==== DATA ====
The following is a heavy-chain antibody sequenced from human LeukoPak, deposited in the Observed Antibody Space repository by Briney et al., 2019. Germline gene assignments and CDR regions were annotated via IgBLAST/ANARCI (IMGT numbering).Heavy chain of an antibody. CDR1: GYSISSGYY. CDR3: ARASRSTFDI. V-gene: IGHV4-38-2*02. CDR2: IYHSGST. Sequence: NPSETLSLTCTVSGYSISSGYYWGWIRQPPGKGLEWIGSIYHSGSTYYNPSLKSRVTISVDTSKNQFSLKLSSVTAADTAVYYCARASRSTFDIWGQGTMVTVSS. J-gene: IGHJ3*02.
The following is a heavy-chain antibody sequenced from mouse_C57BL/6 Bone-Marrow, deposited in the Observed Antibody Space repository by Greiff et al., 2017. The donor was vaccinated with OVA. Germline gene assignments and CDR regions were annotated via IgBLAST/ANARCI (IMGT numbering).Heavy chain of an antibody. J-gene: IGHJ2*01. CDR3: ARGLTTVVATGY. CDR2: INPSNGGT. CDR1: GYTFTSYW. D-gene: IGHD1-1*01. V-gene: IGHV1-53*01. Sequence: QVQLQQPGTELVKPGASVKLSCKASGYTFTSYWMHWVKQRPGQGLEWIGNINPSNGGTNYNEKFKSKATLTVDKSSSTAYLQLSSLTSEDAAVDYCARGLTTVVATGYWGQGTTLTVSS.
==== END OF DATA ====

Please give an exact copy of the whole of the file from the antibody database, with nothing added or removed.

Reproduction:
The following is a heavy-chain antibody sequenced from human LeukoPak, deposited in the Observed Antibody Space repository by Briney et al., 2019. Germline gene assignments and CDR regions were annotated via IgBLAST/ANARCI (IMGT numbering).Heavy chain of an antibody. CDR1: GYSISSGYY. CDR3: ARASRSTFDI. V-gene: IGHV4-38-2*02. CDR2: IYHSGST. Sequence: NPSETLSLTCTVSGYSISSGYYWGWIRQPPGKGLEWIGSIYHSGSTYYNPSLKSRVTISVDTSKNQFSLKLSSVTAADTAVYYCARASRSTFDIWGQGTMVTVSS. J-gene: IGHJ3*02.
The following is a heavy-chain antibody sequenced from mouse_C57BL/6 Bone-Marrow, deposited in the Observed Antibody Space repository by Greiff et al., 2017. The donor was vaccinated with OVA. Germline gene assignments and CDR regions were annotated via IgBLAST/ANARCI (IMGT numbering).Heavy chain of an antibody. J-gene: IGHJ2*01. CDR3: ARGLTTVVATGY. CDR2: INPSNGGT. CDR1: GYTFTSYW. D-gene: IGHD1-1*01. V-gene: IGHV1-53*01. Sequence: QVQLQQPGTELVKPGASVKLSCKASGYTFTSYWMHWVKQRPGQGLEWIGNINPSNGGTNYNEKFKSKATLTVDKSSSTAYLQLSSLTSEDAAVDYCARGLTTVVATGYWGQGTTLTVSS.